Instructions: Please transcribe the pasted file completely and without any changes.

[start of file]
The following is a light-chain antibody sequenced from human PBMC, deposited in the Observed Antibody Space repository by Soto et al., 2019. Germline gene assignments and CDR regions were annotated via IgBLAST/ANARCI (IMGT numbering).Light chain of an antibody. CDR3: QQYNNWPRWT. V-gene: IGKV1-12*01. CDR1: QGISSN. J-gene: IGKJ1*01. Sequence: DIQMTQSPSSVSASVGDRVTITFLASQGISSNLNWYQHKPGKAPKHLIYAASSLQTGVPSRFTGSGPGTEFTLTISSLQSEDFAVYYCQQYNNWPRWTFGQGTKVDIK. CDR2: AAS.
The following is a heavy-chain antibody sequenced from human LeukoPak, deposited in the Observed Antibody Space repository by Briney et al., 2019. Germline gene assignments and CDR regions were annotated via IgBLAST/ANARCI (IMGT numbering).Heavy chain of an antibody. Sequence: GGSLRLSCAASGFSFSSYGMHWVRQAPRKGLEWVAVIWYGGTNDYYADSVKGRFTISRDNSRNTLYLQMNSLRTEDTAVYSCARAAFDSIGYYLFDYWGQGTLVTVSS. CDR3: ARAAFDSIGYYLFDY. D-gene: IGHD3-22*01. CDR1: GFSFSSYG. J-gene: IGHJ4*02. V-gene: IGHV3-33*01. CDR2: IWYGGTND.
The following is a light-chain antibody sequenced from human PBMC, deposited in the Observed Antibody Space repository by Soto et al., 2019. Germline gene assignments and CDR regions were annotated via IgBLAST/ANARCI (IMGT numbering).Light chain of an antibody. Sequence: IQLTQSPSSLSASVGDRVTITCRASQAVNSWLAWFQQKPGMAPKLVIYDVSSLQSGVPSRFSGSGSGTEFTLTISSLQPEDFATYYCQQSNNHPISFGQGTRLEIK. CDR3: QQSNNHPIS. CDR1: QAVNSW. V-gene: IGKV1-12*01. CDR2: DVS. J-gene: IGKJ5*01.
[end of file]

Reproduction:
The following is a light-chain antibody sequenced from human PBMC, deposited in the Observed Antibody Space repository by Soto et al., 2019. Germline gene assignments and CDR regions were annotated via IgBLAST/ANARCI (IMGT numbering).Light chain of an antibody. CDR3: QQYNNWPRWT. V-gene: IGKV1-12*01. CDR1: QGISSN. J-gene: IGKJ1*01. Sequence: DIQMTQSPSSVSASVGDRVTITFLASQGISSNLNWYQHKPGKAPKHLIYAASSLQTGVPSRFTGSGPGTEFTLTISSLQSEDFAVYYCQQYNNWPRWTFGQGTKVDIK. CDR2: AAS.
The following is a heavy-chain antibody sequenced from human LeukoPak, deposited in the Observed Antibody Space repository by Briney et al., 2019. Germline gene assignments and CDR regions were annotated via IgBLAST/ANARCI (IMGT numbering).Heavy chain of an antibody. Sequence: GGSLRLSCAASGFSFSSYGMHWVRQAPRKGLEWVAVIWYGGTNDYYADSVKGRFTISRDNSRNTLYLQMNSLRTEDTAVYSCARAAFDSIGYYLFDYWGQGTLVTVSS. CDR3: ARAAFDSIGYYLFDY. D-gene: IGHD3-22*01. CDR1: GFSFSSYG. J-gene: IGHJ4*02. V-gene: IGHV3-33*01. CDR2: IWYGGTND.
The following is a light-chain antibody sequenced from human PBMC, deposited in the Observed Antibody Space repository by Soto et al., 2019. Germline gene assignments and CDR regions were annotated via IgBLAST/ANARCI (IMGT numbering).Light chain of an antibody. Sequence: IQLTQSPSSLSASVGDRVTITCRASQAVNSWLAWFQQKPGMAPKLVIYDVSSLQSGVPSRFSGSGSGTEFTLTISSLQPEDFATYYCQQSNNHPISFGQGTRLEIK. CDR3: QQSNNHPIS. CDR1: QAVNSW. V-gene: IGKV1-12*01. CDR2: DVS. J-gene: IGKJ5*01.